Hot topics | Coronavirus pandemic

La Palomba/Ascending is a moving, and ultimately inspiring, tale of rebirth and change

La Palomba/Ascending is a moving, and ultimately inspiring, tale of rebirth and change

NewPORT, R.I. Some of us have never forgotten the image of people falling out of the Twin Towers on 9/11. And even more of us have imagined, over and over, what it was like for the people trapped inside the buildings.

In the stunning and incredibly moving multimedia dance performance La Palomba/Ascending, presented by Island Moving Company, Newport, Oct. 15 and 16, all of that and much more is realized in this beautiful and moving dance piece. The work was written and choreographed by Artistic Director Miki Ohlsen and Associate Artist Director Danielle Genest, in collaboration with Simona De Tullio, of Breathing Art Company, Bari, Italy, with whom IMC has worked for the past four years.

Island Moving Company is known for its outdoor shows, such as the lawns of the Newport mansions and the tunnels in Fort Adams. Ohlsen's team was inspired to create a dance piece in La Palomba Sculpture Park, built in an abandoned quarry, with Antonio Paradiso' discarded 9/11 debris, and then to take it home to Newport on an outdoor stage at the Great Friends Meeting House.

La Palomba has eight scenes, each with evocative titles and epigraphs, starting with Unforeseen, continuing through Frantic Search and Collective Sorrow, and ending with Souls Transcending. It is neither a close narrative nor merely religious synthesis of its themes.

It is nevertheless, a beautiful example of tragedy transforming into art. The dancers movements tug at our memories of shattered and tilted buildings as well as leaning and blown people, holding onto one another, lifting one other up, seeking support from one body to another or even the grasp of one hand reaching for the outstretched arm or leg of another person.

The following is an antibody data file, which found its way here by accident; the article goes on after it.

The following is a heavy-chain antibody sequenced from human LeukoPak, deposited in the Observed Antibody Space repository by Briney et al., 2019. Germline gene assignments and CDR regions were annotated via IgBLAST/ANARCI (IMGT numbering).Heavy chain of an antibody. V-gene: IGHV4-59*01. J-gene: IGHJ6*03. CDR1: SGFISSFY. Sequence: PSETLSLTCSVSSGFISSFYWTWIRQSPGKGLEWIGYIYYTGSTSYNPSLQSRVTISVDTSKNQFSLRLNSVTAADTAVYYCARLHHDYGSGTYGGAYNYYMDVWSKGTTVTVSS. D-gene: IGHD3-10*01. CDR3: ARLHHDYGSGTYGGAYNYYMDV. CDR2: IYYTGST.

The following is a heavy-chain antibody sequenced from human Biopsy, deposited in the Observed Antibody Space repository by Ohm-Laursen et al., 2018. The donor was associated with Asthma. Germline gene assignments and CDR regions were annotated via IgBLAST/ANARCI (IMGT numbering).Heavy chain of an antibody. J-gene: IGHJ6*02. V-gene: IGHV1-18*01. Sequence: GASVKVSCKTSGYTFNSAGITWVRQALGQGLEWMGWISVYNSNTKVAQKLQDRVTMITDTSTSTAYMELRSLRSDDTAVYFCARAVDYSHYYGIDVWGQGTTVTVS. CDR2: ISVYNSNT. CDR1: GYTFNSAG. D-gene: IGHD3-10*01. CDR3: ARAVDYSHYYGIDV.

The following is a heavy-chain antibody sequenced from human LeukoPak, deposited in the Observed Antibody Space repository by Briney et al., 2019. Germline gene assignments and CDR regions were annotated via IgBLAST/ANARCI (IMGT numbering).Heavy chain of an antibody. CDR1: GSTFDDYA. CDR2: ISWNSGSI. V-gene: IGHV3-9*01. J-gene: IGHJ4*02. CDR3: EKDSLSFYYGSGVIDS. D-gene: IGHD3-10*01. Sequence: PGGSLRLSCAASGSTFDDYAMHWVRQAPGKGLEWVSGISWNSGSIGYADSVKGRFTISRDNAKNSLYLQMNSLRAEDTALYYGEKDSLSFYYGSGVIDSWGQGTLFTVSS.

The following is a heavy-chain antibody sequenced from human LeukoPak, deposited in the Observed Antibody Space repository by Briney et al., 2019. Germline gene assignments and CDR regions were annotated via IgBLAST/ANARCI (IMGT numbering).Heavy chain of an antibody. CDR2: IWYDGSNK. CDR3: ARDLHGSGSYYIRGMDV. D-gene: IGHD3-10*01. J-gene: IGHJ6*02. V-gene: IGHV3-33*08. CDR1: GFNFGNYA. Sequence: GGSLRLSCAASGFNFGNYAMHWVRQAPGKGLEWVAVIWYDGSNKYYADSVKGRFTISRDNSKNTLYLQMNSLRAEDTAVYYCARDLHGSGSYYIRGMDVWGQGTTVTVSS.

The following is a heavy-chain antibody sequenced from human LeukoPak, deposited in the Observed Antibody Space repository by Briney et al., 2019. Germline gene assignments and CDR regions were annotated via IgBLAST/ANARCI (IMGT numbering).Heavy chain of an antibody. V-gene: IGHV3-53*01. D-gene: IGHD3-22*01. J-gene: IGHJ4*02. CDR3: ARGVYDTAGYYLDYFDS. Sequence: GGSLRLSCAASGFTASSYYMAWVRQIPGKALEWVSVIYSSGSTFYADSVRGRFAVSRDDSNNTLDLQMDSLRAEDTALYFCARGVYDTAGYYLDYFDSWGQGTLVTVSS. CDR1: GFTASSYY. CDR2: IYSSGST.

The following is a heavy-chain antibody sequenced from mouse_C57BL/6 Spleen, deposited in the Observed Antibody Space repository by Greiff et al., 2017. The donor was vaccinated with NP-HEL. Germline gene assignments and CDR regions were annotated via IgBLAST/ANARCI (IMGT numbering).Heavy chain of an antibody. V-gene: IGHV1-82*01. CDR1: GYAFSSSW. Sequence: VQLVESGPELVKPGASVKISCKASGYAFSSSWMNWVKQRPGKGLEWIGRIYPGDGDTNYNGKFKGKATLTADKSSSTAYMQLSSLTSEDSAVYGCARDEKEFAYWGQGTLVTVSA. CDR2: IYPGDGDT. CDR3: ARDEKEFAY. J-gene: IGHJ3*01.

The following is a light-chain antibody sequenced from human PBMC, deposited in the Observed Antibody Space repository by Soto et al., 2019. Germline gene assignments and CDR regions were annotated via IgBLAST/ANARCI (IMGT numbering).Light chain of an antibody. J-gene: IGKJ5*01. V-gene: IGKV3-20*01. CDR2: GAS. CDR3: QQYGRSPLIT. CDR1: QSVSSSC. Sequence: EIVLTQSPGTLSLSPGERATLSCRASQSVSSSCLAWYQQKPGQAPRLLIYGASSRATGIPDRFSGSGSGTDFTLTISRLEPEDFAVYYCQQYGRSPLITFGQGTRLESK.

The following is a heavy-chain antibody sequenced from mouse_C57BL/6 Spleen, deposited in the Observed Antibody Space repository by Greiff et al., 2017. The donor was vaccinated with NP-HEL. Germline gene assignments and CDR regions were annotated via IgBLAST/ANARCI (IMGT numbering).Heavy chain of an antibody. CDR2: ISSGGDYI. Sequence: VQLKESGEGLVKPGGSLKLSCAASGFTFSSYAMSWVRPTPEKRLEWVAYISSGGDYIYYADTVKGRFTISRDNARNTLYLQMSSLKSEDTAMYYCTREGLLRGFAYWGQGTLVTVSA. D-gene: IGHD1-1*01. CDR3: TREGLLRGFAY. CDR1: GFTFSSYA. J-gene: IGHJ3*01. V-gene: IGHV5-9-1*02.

In the opening scene, the dancers appear to be seeking escape: pushing the air out in front of them, running around each other, kickout, looking one direction, then another, sometimes crouched with one arm on a knee, and then an arm stretched overhead.

Nevertheless, the movement never becomes melodramatic. The dancers, in white bicycle-length shorts and sleeveless tops with white bikinis and white skirts on, are effortlessly flowing, inside and around each other, with here a danceer lifted above the crowd and there. , here, i have mastered 'one-handed cartwheeling' and here is a stunning leap.

And there are quieter sequences, like in Between Two Worlds. Five bodies are placed in a corner, and this begins and ends with five bodies in the corner. Each is pushed to his or her feet to dance with one another and then gently replaced in the motionless configuration.

Katie Moorhead and Gregory Tyndall's heart-rending pas de deux, to Max Richter' s music, is incorporated within that scene, which in a way is the denouement of the piece as if it were the whole. From the initial shock of the event to an urgent sense of disbelief in who was in the crushed Towers, theres been a build-up to the point where one is approaching death immediately, beginning to accept it and leaving loved one behind.

Film sequences within the 400-foot-deep tuff quarry are interspersed with the in-person dancers. Many of the sculptures have doves outlined in their rusted metal. In one of the last film scenes, the dancers are looking over a gulf to men in long-sleeved white shirts and long white pants, as part of The Lost scene in the film.

In the very last scene, there is a film of quick close-ups of the dancers faces, reminding us of each of our living beings within this tale of crashing airplanes and thundering metal. The whole troupe stands at the front of the stage, encircled by the side-lighting (which has been so effective all along by Stephen Petrilli), and they join in a frantic motion of arms reaching upwards, legs moving back and forth. It was a moment of acceptance, peace, and hope that was unforgettable, as the epigraph puts it.


Island Moving Company presents this event. Oct. 15, 16 and 17 are scheduled for The Great Friends Meeting House, 21 Farewell St., Newport, R.I. 401-847-4470, $35-$45, 410-848-447, or islandmovingco,

You may also like: